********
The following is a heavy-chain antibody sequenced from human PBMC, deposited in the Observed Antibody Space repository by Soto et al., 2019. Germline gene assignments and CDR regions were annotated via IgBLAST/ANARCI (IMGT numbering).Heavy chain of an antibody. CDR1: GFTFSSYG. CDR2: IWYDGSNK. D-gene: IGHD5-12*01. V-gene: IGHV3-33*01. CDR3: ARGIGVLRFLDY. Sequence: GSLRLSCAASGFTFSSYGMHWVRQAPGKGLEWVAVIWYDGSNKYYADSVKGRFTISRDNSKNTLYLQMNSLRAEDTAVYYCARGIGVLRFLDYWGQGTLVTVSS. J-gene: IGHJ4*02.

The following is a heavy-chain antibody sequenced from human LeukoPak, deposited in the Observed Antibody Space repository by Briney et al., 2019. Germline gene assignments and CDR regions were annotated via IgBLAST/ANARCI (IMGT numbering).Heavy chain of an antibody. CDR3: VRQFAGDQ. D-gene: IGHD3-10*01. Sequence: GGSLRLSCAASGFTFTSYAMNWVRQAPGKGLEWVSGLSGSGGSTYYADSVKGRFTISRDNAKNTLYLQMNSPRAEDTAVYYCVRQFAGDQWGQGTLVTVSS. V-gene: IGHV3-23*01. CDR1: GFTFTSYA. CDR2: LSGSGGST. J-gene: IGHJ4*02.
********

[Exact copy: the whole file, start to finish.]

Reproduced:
The following is a heavy-chain antibody sequenced from human PBMC, deposited in the Observed Antibody Space repository by Soto et al., 2019. Germline gene assignments and CDR regions were annotated via IgBLAST/ANARCI (IMGT numbering).Heavy chain of an antibody. CDR1: GFTFSSYG. CDR2: IWYDGSNK. D-gene: IGHD5-12*01. V-gene: IGHV3-33*01. CDR3: ARGIGVLRFLDY. Sequence: GSLRLSCAASGFTFSSYGMHWVRQAPGKGLEWVAVIWYDGSNKYYADSVKGRFTISRDNSKNTLYLQMNSLRAEDTAVYYCARGIGVLRFLDYWGQGTLVTVSS. J-gene: IGHJ4*02.

The following is a heavy-chain antibody sequenced from human LeukoPak, deposited in the Observed Antibody Space repository by Briney et al., 2019. Germline gene assignments and CDR regions were annotated via IgBLAST/ANARCI (IMGT numbering).Heavy chain of an antibody. CDR3: VRQFAGDQ. D-gene: IGHD3-10*01. Sequence: GGSLRLSCAASGFTFTSYAMNWVRQAPGKGLEWVSGLSGSGGSTYYADSVKGRFTISRDNAKNTLYLQMNSPRAEDTAVYYCVRQFAGDQWGQGTLVTVSS. V-gene: IGHV3-23*01. CDR1: GFTFTSYA. CDR2: LSGSGGST. J-gene: IGHJ4*02.